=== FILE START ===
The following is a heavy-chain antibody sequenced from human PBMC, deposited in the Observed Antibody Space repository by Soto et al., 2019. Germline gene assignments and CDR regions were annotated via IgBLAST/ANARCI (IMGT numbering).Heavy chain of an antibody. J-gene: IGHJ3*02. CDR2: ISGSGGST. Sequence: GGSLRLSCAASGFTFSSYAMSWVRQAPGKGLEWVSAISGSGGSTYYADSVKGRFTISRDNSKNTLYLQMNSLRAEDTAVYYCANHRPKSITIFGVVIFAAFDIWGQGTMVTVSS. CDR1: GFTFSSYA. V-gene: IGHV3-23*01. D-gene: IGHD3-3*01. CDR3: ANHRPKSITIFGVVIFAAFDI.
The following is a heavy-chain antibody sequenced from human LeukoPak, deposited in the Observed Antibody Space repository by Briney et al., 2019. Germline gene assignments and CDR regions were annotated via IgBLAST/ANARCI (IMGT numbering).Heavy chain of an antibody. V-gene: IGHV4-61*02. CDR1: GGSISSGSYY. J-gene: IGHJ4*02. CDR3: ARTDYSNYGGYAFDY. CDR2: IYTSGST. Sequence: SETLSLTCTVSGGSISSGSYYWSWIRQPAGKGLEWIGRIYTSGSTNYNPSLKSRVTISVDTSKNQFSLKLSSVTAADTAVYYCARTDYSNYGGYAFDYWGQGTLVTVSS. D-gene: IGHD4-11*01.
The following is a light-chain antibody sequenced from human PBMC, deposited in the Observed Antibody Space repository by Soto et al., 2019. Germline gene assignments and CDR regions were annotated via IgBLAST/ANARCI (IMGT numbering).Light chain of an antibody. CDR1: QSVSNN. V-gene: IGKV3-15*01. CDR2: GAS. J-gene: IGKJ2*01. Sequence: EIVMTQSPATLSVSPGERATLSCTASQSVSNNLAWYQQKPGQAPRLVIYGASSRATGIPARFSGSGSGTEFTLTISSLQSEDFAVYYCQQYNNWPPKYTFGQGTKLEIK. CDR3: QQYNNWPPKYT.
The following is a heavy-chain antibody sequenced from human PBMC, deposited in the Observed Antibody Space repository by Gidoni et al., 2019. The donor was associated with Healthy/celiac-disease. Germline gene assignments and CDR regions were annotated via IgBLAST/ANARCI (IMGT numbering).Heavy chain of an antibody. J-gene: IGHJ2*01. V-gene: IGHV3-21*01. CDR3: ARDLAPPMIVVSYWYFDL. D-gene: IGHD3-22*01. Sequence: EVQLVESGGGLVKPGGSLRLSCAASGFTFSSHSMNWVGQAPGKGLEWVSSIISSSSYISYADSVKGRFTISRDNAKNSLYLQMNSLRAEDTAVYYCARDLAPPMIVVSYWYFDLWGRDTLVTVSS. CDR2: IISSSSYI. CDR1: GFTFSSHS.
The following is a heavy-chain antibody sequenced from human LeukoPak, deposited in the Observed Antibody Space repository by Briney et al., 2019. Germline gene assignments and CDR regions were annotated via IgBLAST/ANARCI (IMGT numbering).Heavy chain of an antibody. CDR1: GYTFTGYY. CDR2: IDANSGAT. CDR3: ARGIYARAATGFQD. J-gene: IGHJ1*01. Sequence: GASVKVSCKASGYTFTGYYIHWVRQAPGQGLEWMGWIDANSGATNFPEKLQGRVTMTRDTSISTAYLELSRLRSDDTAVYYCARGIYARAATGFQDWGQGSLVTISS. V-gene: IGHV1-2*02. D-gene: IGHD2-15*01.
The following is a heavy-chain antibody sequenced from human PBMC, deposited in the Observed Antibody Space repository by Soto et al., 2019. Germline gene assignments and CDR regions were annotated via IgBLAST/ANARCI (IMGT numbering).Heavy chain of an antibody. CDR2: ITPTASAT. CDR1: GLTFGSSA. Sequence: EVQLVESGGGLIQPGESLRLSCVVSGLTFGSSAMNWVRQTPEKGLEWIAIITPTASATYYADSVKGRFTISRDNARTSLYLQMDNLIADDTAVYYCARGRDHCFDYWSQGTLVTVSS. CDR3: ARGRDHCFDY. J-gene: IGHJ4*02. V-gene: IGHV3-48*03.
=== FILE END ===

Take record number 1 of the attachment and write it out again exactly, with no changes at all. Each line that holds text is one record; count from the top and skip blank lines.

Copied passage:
The following is a heavy-chain antibody sequenced from human PBMC, deposited in the Observed Antibody Space repository by Soto et al., 2019. Germline gene assignments and CDR regions were annotated via IgBLAST/ANARCI (IMGT numbering).Heavy chain of an antibody. J-gene: IGHJ3*02. CDR2: ISGSGGST. Sequence: GGSLRLSCAASGFTFSSYAMSWVRQAPGKGLEWVSAISGSGGSTYYADSVKGRFTISRDNSKNTLYLQMNSLRAEDTAVYYCANHRPKSITIFGVVIFAAFDIWGQGTMVTVSS. CDR1: GFTFSSYA. V-gene: IGHV3-23*01. D-gene: IGHD3-3*01. CDR3: ANHRPKSITIFGVVIFAAFDI.